This week: laparoscopy

My mother (45) has been diagnosed to have stones in her gall bladder. Doctors have advised its removal. We have decided to go for a laparoscopic surgery, but my relatives are against it. They say that it’s not a foolproof procedure, as in many cases stones or parts of the gall bladder are left behind, leading to further complications. They are in favour of an ayurvedic medicine which can dissolve the stone. I am confused. Which of the treatments should we opt for? My wife (38) has been diagnosed to have stones in the bile duct as well as the gall bladder. What should we do? My wife (37) has been suffering from an ovarian cyst. Can it be removed laparoscopically? Can she conceive after this surgery? My father (62) has an appendix problem. A doctor has suggested that it be removed laparoscopically? Is there any advantage if we go for this procedure? I (35) have been diagnosed to have hernia in my groin. I’m very worried. Can it be removed laparoscopically? Is it a very expensive treatment?

By Doctor's Desk Dr Om Tantia is the medical director, Institute of Laparoscopic Surgery Speciality Centre
  • Published 22.08.05
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gall bladder stone

My mother (45) has been diagnosed to have stones in her gall bladder. Doctors have advised its removal. We have decided to go for a laparoscopic surgery, but my relatives are against it. They say that it’s not a foolproof procedure, as in many cases stones or parts of the gall bladder are left behind, leading to further complications. They are in favour of an ayurvedic medicine which can dissolve the stone. I am confused. Which of the treatments should we opt for?

There is no medicine which can dissolve the stones. It has to be surgically removed. The removal of the gall bladder can be done both by open and laparoscopic surgeries. In the former, a surgeon has to make a 6-8 inch cut on the stomach, and she will have to stay in the hospital for five to seven days. In this procedure she will have to endure a lot of pain, agony and other associated problems. The surgery will also leave a scar on her stomach. Gallstones can also be removed using a laparoscope; in this technique the surgeon makes four small holes on the stomach and views the inside of the abdomen through a high-resolution telescope under magnification. Then the surgery is performed. There is practically no blood loss, very little pain and the patient can go home 24 hours after the operation. He or she can also resume normal jobs within a week. In this procedure the entire gall bladder, along with the stones, are removed.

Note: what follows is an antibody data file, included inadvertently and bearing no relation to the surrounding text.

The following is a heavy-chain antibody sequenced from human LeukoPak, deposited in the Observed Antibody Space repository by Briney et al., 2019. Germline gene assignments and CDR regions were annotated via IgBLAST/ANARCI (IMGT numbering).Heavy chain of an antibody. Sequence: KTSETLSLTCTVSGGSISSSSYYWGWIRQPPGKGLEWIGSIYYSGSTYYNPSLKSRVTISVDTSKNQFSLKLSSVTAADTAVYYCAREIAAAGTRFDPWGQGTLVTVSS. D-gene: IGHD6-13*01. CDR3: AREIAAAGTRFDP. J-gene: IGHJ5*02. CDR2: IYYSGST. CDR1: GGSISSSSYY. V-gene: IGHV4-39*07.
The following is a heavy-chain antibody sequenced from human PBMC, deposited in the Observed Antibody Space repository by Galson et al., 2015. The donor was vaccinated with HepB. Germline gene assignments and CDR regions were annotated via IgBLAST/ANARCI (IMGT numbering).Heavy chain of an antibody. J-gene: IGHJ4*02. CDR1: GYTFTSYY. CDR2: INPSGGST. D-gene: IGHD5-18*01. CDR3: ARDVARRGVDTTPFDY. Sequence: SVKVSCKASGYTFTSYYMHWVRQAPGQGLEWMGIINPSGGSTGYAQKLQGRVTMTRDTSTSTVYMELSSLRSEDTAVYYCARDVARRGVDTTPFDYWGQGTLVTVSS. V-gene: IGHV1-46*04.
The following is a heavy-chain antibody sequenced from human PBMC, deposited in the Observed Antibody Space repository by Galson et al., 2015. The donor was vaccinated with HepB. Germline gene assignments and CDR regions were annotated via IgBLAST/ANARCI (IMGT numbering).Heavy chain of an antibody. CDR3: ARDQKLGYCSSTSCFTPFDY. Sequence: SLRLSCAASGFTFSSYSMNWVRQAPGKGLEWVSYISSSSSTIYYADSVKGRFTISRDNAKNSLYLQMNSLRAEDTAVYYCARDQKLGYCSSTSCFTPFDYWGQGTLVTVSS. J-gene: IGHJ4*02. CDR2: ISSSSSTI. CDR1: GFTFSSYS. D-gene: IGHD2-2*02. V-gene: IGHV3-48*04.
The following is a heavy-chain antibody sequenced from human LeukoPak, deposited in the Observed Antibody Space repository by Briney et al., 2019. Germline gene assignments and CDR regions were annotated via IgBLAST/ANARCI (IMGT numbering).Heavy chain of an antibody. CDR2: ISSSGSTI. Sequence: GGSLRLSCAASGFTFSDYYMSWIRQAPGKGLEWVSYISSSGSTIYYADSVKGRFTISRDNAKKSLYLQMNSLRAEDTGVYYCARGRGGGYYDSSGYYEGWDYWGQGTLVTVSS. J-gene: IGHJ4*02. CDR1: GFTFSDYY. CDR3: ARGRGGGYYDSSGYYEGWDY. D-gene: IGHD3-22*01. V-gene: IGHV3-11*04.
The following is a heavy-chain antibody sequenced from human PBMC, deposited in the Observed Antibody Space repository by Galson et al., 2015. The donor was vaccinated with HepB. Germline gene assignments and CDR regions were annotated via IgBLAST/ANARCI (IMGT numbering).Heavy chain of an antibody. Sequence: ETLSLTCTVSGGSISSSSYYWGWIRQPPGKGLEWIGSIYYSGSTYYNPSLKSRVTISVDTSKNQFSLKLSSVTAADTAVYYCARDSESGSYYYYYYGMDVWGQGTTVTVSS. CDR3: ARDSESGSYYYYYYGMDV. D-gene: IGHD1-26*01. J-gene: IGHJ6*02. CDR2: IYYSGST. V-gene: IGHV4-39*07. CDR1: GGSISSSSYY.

bile duct stone

My wife (38) has been diagnosed to have stones in the bile duct as well as the gall bladder. What should we do?

Ideally, the bile duct stone should be removed by ERCP (Endoscopic Retrograde Cholangiopancreatography) in which an endoscope is inserted through the mouth to clear up stones in the duct. This is basically an out-patient procedure with minimum risk. After the stones are cleared by ERCP your wife can go for a laparoscopic removal of the gall bladder. If facilities for ERCP not available, open surgery should be done. However, in some centres laparoscopic removal of stones from the bile duct is also done with equally good results.

ovarian cyst

My wife (37) has been suffering from an ovarian cyst. Can it be removed laparoscopically? Can she conceive after this surgery?

A normal ovarian cyst can be removed laparoscopically with the same kind of result as in an open surgery. In the former, three tiny punctures are made and the cyst is removed through them. The ovary is kept intact and there is no harmful effect on conception. The results, at times, are even better than in an open surgery, as there are less adhesions (the intestine or other organs sticking to the ovary) in a laparoscopic surgery.

appendicitis

My father (62) has an appendix problem. A doctor has suggested that it be removed laparoscopically? Is there any advantage if we go for this procedure?

The appendix can be removed laparoscopically quite easily. The advantage is that concomitant diseases are identified and a correct diagnosis is achieved. Sometimes the appendix is situated in an abnormal position and this calls for large cuts in an open surgery. Such unusual cuts can lead to more pain and complications, compared to those of a laparoscopic method.

hernia

I (35) have been diagnosed to have hernia in my groin. I’m very worried. Can it be removed laparoscopically? Is it a very expensive treatment?

Laparoscopic repair of groin hernias are done with good results. In this method a large mesh (or prosthesis) is placed from behind the hernial defect into the groin. The cost of the treatment is at par with that in open surgery, considering the fact that the patient is back home within 24 hours of the operation and resumes normal work within seven days of surgery. An open surgery requires 5-7 days of hospitalisation and 3-4 weeks’ leave from office.


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